Comparison of structural magnetic resonance imaging and development in toddlers born very low birth weight and full-term.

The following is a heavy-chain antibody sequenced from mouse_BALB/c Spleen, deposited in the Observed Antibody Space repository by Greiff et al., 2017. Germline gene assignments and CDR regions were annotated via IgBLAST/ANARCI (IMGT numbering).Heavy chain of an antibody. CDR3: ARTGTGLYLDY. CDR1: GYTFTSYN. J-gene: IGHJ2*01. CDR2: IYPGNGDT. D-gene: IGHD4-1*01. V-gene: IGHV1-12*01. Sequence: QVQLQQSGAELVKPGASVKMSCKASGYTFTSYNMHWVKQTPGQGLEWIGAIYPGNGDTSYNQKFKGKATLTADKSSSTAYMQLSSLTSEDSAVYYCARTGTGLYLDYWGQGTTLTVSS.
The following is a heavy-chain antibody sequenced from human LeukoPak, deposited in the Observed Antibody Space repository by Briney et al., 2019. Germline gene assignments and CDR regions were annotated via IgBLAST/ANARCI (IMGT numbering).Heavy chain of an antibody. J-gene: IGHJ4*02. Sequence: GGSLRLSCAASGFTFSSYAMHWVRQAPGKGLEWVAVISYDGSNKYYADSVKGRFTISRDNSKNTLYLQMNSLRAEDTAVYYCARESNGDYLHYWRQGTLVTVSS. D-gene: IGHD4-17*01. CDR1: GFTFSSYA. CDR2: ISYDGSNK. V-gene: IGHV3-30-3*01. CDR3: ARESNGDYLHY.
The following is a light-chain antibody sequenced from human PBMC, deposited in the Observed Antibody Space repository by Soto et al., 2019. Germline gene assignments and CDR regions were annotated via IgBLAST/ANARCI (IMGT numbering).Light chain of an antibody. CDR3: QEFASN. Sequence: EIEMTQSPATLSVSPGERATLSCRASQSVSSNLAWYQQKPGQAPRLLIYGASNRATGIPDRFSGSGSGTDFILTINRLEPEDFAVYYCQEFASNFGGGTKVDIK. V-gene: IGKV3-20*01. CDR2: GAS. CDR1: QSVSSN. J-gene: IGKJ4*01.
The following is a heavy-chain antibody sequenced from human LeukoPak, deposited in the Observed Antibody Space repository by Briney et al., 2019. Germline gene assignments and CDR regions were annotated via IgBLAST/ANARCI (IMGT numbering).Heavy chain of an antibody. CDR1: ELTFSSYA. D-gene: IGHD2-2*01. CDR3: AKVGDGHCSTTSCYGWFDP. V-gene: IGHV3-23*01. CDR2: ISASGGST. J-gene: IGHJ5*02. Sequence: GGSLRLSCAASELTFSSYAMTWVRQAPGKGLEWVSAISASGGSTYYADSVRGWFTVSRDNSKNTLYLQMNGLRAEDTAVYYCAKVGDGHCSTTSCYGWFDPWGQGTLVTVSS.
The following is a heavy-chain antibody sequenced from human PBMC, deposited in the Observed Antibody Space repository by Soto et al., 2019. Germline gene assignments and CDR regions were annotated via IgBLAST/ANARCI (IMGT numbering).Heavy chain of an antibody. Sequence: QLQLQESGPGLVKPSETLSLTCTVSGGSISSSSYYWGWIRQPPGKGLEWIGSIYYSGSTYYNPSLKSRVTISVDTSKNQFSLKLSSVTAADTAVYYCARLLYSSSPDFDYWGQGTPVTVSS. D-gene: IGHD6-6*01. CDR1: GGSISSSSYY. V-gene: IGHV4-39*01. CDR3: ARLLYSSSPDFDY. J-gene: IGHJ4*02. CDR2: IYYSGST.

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Research suggests that regional structural differences can be associated with the neurodevelopmental impairments faced by children born very low birth weight. However, most studies have used magnetic resonance imaging (MRI) during the neonatal period or during adolescence. The current study used structural MRI to examine relationships between regional volume differences in toddlers (18-22 months adjusted age) born very low birth weight (n = 16) and full-term (n = 10) and neurodevelopmental outcomes, including cognition, language, and early executive functioning. Compared with the full-term group, the very low birth weight group had larger third ventricles and smaller cerebral white matter, thalamus, hippocampus, cerebellum white matter, and anterior cingulate volume. Additionally, a significant interaction was found between language and early executive function scores and cerebral white matter volumes between groups, suggesting that young children born very low birth weight can have different trajectories in the growth and development of overall brain structure.